ip-172-31-6-55          lx-amd64        1    1    1    1  0.01  995.4M  136.3M     0.0     0.0

The qstat command will provide a view of the queue:

% qstat
job-ID  prior   name       user         state submit/start at     queue                          slots ja-task-ID
     82 0.55500 fourier    ec2-user     qw    04/04/2017 18:53:53                                    1
     83 0.55500 fourier    ec2-user     qw    04/04/2017 18:53:53                                    1
     84 0.55500 fourier    ec2-user     qw    04/04/2017 18:53:53                                    1
     85 0.55500 fourier    ec2-user     qw    04/04/2017 18:53:53                                    1
     86 0.55500 fourier    ec2-user     qw    04/04/2017 18:53:53                                    1
     87 0.55500 fourier    ec2-user     qw    04/04/2017 18:53:53                                    1
     88 0.55500 fourier    ec2-user     qw    04/04/2017 18:53:53                                    1
     89 0.55500 fourier    ec2-user     qw    04/04/2017 18:53:53                                    1
     90 0.55500 fourier    ec2-user     qw    04/04/2017 18:53:53                                    1
     91 0.55500 fourier    ec2-user     qw    04/04/2017 18:53:53                                    1
     92 0.55500 fourier    ec2-user     qw    04/04/2017 18:53:53                                    1
     93 0.55500 fourier    ec2-user     qw    04/04/2017 18:53:53                                    1
     94 0.55500 fourier    ec2-user     qw    04/04/2017 18:53:53                                    1
     95 0.55500 fourier    ec2-user     qw    04/04/2017 18:53:53                                    1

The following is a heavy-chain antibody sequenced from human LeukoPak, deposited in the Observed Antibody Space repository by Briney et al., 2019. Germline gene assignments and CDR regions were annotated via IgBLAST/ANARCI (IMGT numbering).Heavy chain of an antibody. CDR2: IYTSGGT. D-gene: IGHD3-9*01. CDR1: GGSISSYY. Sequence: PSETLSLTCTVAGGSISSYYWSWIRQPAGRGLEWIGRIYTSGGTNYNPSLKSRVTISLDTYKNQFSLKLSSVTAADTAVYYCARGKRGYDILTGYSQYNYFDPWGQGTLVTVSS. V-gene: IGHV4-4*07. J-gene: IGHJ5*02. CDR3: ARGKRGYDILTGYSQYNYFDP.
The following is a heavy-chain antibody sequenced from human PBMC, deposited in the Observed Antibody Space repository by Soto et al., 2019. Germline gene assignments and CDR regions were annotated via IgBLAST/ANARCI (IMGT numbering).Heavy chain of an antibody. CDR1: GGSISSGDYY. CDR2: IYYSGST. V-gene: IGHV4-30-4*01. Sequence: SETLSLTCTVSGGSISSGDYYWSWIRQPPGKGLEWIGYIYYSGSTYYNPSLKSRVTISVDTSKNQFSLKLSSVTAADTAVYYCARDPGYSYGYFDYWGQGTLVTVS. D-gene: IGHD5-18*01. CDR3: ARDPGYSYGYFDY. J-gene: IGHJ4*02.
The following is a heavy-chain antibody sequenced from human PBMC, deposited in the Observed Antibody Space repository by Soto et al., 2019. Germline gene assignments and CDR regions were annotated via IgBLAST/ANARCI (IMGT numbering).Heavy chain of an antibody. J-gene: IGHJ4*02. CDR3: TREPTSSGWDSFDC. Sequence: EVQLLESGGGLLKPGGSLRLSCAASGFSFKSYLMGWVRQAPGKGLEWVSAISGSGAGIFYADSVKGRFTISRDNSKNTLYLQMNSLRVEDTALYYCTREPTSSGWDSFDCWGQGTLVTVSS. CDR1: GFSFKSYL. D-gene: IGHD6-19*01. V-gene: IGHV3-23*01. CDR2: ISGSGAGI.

(and so on)

This queue listing will gradually get shorter as the tasks complete. As they complete they will write both standard output and standard error files into the /home/ec2-user directory. The standard output is print statement in the C program giving the Fourier coefficient value.

As an alternative ‘hello world’ approach to running cfncluster tasks you can edit a simple bash script file ‘hello.sh’ to read as follows:

sleep 4
echo "hello world shout out from $(hostname)"

Make this script executable and submit it to the queue

% chmod a+x hello.sh
% qsub hello.sh

All of these example jobs run quickly (in minutes). When the script runs to completion qstat will again show an empty queue. The Compute (Worker) node will stay available for the balance of an hour since that is the billing time unit. I paid for it so I will hang on to it. It then evaporates back into the instance pool if it is not doing anything.

As these tasks run: Where is the output going? We have a shared filesystem and the Workers are writing to the home directory on the Master node.

Reviewing Launcher and cfncluster config

To connect this back to the Launcher: The cluster behavior is controlled by the cfncluster configure process which is described extensively in the CfnCluster config documentation. The directory on Launcher is where the configuration file resides is .cfncluster where we find two files: config and cfncluster-cli.log. The latter is the log file produced by prior cluster activity.

Notice that the Launcher has nothing whatever to do with the cluster compute task. It just builds the cluster entity; and we have to further configure that cluster to do the compute task.

Here is a .cfncluster/config file with an Elastic Block Storage (EBS) element of interest. Recall this file sits on the Launcher instance.

aws_region_name = us-west-2

[cluster default]
vpc_settings = public
key_name = MPIPlay
ebs_settings = helloebs
shared_dir = /hello
ec2_iam_role = hello_world
initial_queue_size = 5
max_queue_size = 5

[vpc public]
master_subnet_id = subnet-37513940
vpc_id = vpc-a60a4ec3

update_check = true
sanity_check = true
cluster_template = default

[ebs helloebs]
ebs_snapshot_id = snap-f67581a4

This opens up the prospect of attaching some fast-access memory to each Compute instance as it comes online. This and many other details make cloud computing a mix of Wild West, art and computational results.

Key Points